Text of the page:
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PTSD Symptoms Benefited by Early Intervention CBT

NewStudy-Graphic-72x72_edited-3 A recent meta-analysis published in the American Journal of Psychiatry found trauma-focused Cognitive Behavioral Therapy (CBT) delivered within a 3-month period of traumatic events to be effective in the treatment of trauma-induced stress symptoms for patients with PTSD or acute stress disorder.

Research has demonstrated the effectiveness of “multiple-session trauma-focused psychological interventions to treat chronic PTSD,” but little had been done to evaluate the efficacy of early interventions. The present study analyzed randomized controlled trials of early interventions, assessing efficacy, the population receiving the greatest benefit, the best modalities of treatment, and the optimal timing of treatment.

The researchers performed a meta-analysis and systematic review of 25 studies whose interventions were designed to treat or prevent PTSD within 3 months of a traumatic event. The authors found that trauma-focused CBT was significantly more effective for patients than usual care or being on waiting lists in terms of reducing stress symptoms of trauma. The magnitude of the effects varied for this finding; CBT was found to be most effective for individuals diagnosed with acute PTSD or acute stress disorder. Participants who did not meet the diagnostic criteria of a psychological stress disorder gained only minimal benefits from trauma-focused CBT.

The authors concluded that trauma-focused CBT should be offered to patients suffering from acute PTSD or acute stress disorder. They also noted that further investigation could determine whether trauma-focused CBT should become part of initial screening programs for patients who have experienced major traumatic events.

Study authors: N. P. Roberts, N. J. Kitchiner, J. Kenardy, J. I. Bisson

Cognitive Therapy is Helping Veterans

Guest Blogger: John Milwee, Psy.D., Veterans Administration therapist and Beck Institute alumnus

Veterans returning from the conflicts in Afghanistan and Iraq may face many challenges as they begin to reintegrate into their roles as parents, employees, friends, and neighbors. In recent months a great deal of media attention has been focused on those returning Veterans who suffer with symptoms of Post-Traumatic Stress Disorder (PTSD) associated with their combat experience. Alarming statistics are frequently reported that describe the number of these Veterans who, when untreated, commit suicide. Read more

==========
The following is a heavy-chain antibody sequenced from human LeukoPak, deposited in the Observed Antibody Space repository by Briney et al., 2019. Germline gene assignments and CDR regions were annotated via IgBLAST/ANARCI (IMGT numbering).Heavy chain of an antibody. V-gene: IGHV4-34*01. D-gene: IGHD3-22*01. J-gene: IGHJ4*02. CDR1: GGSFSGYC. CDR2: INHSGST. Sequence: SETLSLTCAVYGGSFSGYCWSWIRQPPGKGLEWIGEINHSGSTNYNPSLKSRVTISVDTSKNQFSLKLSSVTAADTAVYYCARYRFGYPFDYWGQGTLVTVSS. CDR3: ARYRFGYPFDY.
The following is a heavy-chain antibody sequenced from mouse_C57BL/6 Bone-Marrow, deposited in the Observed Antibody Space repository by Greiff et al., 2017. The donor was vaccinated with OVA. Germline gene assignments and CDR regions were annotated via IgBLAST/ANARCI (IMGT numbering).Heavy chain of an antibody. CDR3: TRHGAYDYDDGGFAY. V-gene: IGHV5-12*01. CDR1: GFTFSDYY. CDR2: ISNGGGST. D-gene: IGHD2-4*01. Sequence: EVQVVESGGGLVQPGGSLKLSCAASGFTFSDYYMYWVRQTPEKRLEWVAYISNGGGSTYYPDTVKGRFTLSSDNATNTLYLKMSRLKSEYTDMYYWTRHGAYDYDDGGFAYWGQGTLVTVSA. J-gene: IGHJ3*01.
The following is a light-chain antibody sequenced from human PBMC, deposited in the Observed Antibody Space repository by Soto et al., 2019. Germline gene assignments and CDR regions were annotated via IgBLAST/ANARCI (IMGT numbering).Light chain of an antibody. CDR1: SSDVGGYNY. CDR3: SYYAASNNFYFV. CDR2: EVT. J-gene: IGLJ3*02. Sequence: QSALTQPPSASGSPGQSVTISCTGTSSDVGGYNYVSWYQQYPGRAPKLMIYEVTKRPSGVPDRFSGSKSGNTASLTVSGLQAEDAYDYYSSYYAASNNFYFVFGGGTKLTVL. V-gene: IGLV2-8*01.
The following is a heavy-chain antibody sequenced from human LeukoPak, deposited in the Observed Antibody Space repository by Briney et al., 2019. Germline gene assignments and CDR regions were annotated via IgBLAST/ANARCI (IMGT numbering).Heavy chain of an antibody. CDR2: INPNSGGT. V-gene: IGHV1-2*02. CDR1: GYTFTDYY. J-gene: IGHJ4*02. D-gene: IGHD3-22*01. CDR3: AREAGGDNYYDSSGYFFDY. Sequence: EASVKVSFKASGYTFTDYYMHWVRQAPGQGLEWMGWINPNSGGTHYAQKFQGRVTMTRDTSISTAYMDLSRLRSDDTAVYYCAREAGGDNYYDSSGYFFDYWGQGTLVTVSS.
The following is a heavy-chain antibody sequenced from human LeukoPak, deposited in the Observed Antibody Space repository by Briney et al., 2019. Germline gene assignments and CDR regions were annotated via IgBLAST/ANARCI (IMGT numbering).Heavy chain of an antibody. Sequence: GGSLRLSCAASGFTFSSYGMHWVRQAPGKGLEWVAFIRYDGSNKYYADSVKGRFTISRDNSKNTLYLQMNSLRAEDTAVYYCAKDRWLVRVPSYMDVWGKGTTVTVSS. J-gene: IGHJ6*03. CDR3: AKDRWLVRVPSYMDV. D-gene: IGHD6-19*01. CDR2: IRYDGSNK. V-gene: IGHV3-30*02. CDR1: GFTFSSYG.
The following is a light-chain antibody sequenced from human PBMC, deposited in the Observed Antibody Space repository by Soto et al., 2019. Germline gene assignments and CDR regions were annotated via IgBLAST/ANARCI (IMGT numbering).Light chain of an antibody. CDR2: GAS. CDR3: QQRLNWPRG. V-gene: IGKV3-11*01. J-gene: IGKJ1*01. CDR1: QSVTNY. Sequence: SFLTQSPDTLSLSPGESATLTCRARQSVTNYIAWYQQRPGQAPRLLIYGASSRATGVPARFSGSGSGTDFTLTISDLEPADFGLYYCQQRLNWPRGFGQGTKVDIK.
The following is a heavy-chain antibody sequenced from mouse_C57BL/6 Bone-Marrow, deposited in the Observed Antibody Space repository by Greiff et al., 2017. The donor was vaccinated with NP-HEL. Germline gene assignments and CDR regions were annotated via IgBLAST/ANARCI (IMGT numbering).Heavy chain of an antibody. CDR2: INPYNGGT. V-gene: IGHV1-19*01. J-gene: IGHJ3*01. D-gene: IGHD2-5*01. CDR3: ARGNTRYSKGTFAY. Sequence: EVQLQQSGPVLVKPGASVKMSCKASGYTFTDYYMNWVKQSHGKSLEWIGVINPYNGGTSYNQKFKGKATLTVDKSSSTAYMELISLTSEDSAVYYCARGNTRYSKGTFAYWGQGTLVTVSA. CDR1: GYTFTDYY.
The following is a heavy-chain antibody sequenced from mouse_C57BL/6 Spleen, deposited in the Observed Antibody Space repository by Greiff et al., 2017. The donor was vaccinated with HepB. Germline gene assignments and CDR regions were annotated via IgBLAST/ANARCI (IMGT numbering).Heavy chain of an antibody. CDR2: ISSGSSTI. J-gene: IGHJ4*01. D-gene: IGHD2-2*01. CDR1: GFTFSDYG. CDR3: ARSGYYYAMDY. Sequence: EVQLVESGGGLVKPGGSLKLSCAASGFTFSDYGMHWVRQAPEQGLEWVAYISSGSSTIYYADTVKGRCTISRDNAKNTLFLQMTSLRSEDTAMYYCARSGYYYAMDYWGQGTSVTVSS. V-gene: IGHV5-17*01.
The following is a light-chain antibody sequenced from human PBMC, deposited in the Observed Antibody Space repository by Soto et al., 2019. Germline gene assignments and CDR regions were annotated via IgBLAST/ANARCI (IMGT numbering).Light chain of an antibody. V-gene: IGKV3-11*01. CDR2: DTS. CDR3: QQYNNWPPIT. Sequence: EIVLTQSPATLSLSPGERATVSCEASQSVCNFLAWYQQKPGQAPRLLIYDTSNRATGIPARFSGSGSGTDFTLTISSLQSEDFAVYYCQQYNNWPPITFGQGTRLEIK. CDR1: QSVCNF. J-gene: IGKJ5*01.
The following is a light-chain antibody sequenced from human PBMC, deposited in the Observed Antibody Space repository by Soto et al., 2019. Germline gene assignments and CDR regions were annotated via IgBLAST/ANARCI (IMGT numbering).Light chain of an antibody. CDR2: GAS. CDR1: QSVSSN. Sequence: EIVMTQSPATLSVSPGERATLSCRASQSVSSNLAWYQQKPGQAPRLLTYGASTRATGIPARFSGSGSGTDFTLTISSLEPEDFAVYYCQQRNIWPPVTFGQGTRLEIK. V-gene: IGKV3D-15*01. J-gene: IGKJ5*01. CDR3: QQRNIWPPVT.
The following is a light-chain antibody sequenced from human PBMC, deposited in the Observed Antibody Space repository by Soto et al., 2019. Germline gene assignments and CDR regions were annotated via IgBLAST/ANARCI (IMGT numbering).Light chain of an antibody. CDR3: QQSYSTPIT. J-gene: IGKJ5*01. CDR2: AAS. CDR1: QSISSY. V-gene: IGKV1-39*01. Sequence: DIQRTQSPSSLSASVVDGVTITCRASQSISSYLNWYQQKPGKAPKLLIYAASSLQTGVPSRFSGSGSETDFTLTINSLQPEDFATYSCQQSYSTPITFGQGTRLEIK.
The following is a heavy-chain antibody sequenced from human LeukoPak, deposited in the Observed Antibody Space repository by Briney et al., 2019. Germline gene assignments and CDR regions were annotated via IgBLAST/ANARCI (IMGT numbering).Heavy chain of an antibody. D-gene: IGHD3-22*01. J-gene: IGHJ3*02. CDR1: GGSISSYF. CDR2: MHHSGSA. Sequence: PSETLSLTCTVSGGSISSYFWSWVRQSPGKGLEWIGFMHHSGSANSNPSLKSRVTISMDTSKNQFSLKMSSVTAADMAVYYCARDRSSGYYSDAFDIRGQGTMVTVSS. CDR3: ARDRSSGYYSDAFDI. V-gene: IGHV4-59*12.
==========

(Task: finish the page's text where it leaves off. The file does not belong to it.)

Older Veterans with Post-traumatic Stress Disorder Helped by CBT

NewStudy-Graphic-72x72_edited-3Medscape: According to a pilot study presented at the Anxiety Disorders Association of America 2009 Annual Conference, older veterans suffering from post-traumatic stress disorder (PTSD) and related symptoms of depression and anxiety – which can persist for decades – may benefit from prolonged exposure therapy (a form of cognitive behavioral therapy). Twelve sessions included “in vivo experience, in which patients are exposed to fears out in the world, and imaginary exposure.”

Measures of efficacy included a Clinician-Administered PTSD Scale (CAPS); after treatment, patients showed a significant reduction in mean CAPS score and 75% no longer met PTSD criteria. Patients showed clinical improvement in most PTSD symptoms along with individual symptoms of avoidance and hyperarousal. Additionally, Beck Depression Inventory (BDI) and other measures showed “clinically significant improvement in both depression and anxiety.” The study author noted that after the treatment, the men were able to “do things they hadn’t done in years.”

These findings are particularly promising because they call into question the “dogma” that older adults cannot tolerate or could be harmed by exposure therapy.

According to the study author, “There are lots of people with PTSD who fought in prior wars or who have the condition for other reasons, who have pushed it aside and coped pretty well throughout their lives. Then a spouse dies, they retire or become medically ill, and their PTSD is something they no longer can put aside, and they need help. We need to know how to treat these people.”

The author is planning a randomized clinical trial in 100 older adults with PTSD.

Study author: S. R. Thorp

There’s nothing either good or bad, but thinking makes it so…

Does Shakespeare’s famous maxim apply to head injury?

According to a new study, the answer is yes.

Researchers recently looked at patients with mild head injuries (90% of head injuries in Western countries are classified as “mild”) to see whether perceptions of illness contributed to the development and severity of post-concusional syndrome (PCS). 73 patients with mild head injuries participated in the study. They were monitored for PCS symptoms, post-traumatic stress symptoms, perceptions of illness, depression and anxiety. Scales were completed at the time of injury, and at 3-month follow-up.

The results: patients who believed their injuries would have a serious effect on their quality of life were at greater risk for post-concusional symptoms.

What are the implications for treatment? As the article states: “Recognition of the maladaptive cognitions that contribute to poor outcome of the sort suggested by this study will be helpful in the development of effective cognitive-behavioral interventions.”